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What is the maximum percentage of carbon allowed in stainless steel 202 so that it does not cause brittleness?

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All standardised grades of alloys have definite limits of composition. If its common, then a quick search will find it. 0.15% is the specified limit for SS202.

http://www.azom.com/article.aspx?ArticleID=8209

Whether its brittle or not depends on what you mean by brittle and its thermal processing. Its a martensitic stainless steel so note the details in azom and that it will be more brittle when hardened as described.

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The specified maximum carbon content in stainless steel 202 is 0.15 %.

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Depends on the environment and mechanical stress (+ speed etc.) The brittleness of a piece of steel highly depends on it's composition (<10% Cr can make it super brittle, too) it's 'temperature history' (e.g. hardened, welded) and the temperature where it is exposed.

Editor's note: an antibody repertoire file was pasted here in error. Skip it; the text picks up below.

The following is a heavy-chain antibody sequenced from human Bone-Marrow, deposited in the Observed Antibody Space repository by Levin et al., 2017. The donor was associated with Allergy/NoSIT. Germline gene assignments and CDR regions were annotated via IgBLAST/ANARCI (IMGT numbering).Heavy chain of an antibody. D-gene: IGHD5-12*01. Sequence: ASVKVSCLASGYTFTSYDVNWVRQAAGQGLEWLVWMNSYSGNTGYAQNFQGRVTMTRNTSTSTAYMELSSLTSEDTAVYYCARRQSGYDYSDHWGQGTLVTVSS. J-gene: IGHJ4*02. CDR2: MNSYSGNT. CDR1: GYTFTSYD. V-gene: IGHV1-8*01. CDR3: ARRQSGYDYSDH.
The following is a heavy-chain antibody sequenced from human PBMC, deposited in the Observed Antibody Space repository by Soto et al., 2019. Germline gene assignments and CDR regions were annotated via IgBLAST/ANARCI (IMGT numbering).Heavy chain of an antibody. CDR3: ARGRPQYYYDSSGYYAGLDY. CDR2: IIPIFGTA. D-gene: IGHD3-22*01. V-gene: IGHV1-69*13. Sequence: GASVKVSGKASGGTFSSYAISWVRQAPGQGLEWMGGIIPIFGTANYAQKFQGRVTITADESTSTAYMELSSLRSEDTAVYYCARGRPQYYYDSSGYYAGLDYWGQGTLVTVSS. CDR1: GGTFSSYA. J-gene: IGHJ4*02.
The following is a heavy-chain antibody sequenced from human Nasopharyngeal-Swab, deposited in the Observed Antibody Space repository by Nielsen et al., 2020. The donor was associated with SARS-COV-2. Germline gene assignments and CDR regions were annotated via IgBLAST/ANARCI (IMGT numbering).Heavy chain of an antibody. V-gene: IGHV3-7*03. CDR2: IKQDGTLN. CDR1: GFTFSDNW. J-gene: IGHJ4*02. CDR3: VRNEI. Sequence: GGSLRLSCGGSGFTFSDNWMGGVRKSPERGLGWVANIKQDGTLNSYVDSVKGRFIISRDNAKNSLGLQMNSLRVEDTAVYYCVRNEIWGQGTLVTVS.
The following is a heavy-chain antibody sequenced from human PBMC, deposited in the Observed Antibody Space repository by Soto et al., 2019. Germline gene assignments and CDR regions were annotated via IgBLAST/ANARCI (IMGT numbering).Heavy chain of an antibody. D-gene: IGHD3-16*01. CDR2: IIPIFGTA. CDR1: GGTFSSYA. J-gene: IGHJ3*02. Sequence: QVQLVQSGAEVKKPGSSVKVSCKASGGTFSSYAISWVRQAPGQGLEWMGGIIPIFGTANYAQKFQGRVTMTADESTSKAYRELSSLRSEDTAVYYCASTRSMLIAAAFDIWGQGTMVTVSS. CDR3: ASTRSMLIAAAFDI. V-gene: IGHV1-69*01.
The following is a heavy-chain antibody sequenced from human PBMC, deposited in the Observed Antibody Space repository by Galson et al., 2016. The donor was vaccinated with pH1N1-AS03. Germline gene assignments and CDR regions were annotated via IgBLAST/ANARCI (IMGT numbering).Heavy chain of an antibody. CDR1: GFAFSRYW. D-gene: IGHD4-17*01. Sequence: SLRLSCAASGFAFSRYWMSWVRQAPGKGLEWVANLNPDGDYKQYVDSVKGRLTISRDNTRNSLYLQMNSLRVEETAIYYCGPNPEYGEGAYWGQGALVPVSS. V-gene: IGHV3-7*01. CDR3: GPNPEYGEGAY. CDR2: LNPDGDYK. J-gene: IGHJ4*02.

So this is found in table-works. You start with the temperature of your environment: (for details see charpy impact test) enter image description here

Note that transition temperature. I guess, that's the line, your question refers to. So now you look up the table-works and find an adequate composition for your steel.

An example:

room temperature, welded/hardened → less than 0,25 % C (e.g. S235) are always fine; 0,25…0,5 % may work too

not welded/hardened → the same steel (0,25…0,5 C) can be ductile until -50°C

I couldn't find a reference in a quick search, but up to 0,8 % C shall be fine for most things you have in mind.

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Type AISI 202 stainless is very tough regardless of carbon content ( in specification). It is an austenitic stainless with roughly half the nickel replaced by manganese. It becomes stronger with less ductility when it is cold worked , regardless of carbon . As an austenitic , it can not be hardened by heat-treatment. It is relatively uncommon so little data is available: However, the mechanical properties of 202 are similar to AISI 301 , a much more common grade.

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